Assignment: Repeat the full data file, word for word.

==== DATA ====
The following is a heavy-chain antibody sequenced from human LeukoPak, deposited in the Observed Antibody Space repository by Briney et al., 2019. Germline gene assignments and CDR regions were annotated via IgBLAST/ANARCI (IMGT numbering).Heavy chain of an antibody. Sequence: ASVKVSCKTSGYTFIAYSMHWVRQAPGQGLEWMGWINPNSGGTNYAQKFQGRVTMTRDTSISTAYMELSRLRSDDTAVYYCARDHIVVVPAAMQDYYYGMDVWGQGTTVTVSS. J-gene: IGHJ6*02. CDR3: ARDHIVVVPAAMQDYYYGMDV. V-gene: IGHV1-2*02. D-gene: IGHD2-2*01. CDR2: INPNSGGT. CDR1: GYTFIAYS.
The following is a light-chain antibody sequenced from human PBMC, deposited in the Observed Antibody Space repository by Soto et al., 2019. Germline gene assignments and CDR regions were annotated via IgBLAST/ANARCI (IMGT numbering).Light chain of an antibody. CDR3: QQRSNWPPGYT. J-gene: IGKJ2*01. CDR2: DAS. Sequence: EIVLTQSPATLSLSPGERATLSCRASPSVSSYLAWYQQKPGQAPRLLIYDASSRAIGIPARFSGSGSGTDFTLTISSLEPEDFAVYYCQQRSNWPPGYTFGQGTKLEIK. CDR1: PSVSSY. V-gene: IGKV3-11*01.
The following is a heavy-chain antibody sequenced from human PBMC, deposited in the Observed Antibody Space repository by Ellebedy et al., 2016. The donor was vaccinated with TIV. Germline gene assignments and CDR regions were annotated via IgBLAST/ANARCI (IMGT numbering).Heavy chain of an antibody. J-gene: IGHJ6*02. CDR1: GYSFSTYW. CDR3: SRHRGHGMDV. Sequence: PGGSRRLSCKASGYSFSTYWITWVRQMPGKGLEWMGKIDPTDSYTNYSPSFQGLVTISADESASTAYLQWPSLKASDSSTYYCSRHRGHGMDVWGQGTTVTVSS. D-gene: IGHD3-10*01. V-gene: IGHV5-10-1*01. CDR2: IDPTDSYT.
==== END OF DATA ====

The following is a heavy-chain antibody sequenced from human LeukoPak, deposited in the Observed Antibody Space repository by Briney et al., 2019. Germline gene assignments and CDR regions were annotated via IgBLAST/ANARCI (IMGT numbering).Heavy chain of an antibody. Sequence: ASVKVSCKTSGYTFIAYSMHWVRQAPGQGLEWMGWINPNSGGTNYAQKFQGRVTMTRDTSISTAYMELSRLRSDDTAVYYCARDHIVVVPAAMQDYYYGMDVWGQGTTVTVSS. J-gene: IGHJ6*02. CDR3: ARDHIVVVPAAMQDYYYGMDV. V-gene: IGHV1-2*02. D-gene: IGHD2-2*01. CDR2: INPNSGGT. CDR1: GYTFIAYS.
The following is a light-chain antibody sequenced from human PBMC, deposited in the Observed Antibody Space repository by Soto et al., 2019. Germline gene assignments and CDR regions were annotated via IgBLAST/ANARCI (IMGT numbering).Light chain of an antibody. CDR3: QQRSNWPPGYT. J-gene: IGKJ2*01. CDR2: DAS. Sequence: EIVLTQSPATLSLSPGERATLSCRASPSVSSYLAWYQQKPGQAPRLLIYDASSRAIGIPARFSGSGSGTDFTLTISSLEPEDFAVYYCQQRSNWPPGYTFGQGTKLEIK. CDR1: PSVSSY. V-gene: IGKV3-11*01.
The following is a heavy-chain antibody sequenced from human PBMC, deposited in the Observed Antibody Space repository by Ellebedy et al., 2016. The donor was vaccinated with TIV. Germline gene assignments and CDR regions were annotated via IgBLAST/ANARCI (IMGT numbering).Heavy chain of an antibody. J-gene: IGHJ6*02. CDR1: GYSFSTYW. CDR3: SRHRGHGMDV. Sequence: PGGSRRLSCKASGYSFSTYWITWVRQMPGKGLEWMGKIDPTDSYTNYSPSFQGLVTISADESASTAYLQWPSLKASDSSTYYCSRHRGHGMDVWGQGTTVTVSS. D-gene: IGHD3-10*01. V-gene: IGHV5-10-1*01. CDR2: IDPTDSYT.